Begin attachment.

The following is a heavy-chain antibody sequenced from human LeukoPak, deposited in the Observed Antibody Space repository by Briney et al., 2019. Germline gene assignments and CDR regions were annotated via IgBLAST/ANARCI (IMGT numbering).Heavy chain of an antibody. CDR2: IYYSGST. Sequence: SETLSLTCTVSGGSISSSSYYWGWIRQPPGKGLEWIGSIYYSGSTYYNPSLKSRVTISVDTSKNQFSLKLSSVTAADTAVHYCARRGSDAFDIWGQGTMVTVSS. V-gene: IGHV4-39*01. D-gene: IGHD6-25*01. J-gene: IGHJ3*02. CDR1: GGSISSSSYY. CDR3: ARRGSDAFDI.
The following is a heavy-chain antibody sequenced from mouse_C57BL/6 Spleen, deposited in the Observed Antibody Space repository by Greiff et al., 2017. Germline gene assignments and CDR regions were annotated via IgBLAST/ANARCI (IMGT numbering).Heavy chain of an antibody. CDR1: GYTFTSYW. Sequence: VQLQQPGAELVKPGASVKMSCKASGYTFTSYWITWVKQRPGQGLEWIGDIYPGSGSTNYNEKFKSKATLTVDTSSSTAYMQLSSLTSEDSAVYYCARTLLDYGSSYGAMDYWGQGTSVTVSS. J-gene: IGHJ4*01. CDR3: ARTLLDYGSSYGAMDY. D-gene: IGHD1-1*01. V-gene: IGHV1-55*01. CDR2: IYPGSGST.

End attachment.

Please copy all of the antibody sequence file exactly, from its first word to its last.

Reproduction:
The following is a heavy-chain antibody sequenced from human LeukoPak, deposited in the Observed Antibody Space repository by Briney et al., 2019. Germline gene assignments and CDR regions were annotated via IgBLAST/ANARCI (IMGT numbering).Heavy chain of an antibody. CDR2: IYYSGST. Sequence: SETLSLTCTVSGGSISSSSYYWGWIRQPPGKGLEWIGSIYYSGSTYYNPSLKSRVTISVDTSKNQFSLKLSSVTAADTAVHYCARRGSDAFDIWGQGTMVTVSS. V-gene: IGHV4-39*01. D-gene: IGHD6-25*01. J-gene: IGHJ3*02. CDR1: GGSISSSSYY. CDR3: ARRGSDAFDI.
The following is a heavy-chain antibody sequenced from mouse_C57BL/6 Spleen, deposited in the Observed Antibody Space repository by Greiff et al., 2017. Germline gene assignments and CDR regions were annotated via IgBLAST/ANARCI (IMGT numbering).Heavy chain of an antibody. CDR1: GYTFTSYW. Sequence: VQLQQPGAELVKPGASVKMSCKASGYTFTSYWITWVKQRPGQGLEWIGDIYPGSGSTNYNEKFKSKATLTVDTSSSTAYMQLSSLTSEDSAVYYCARTLLDYGSSYGAMDYWGQGTSVTVSS. J-gene: IGHJ4*01. CDR3: ARTLLDYGSSYGAMDY. D-gene: IGHD1-1*01. V-gene: IGHV1-55*01. CDR2: IYPGSGST.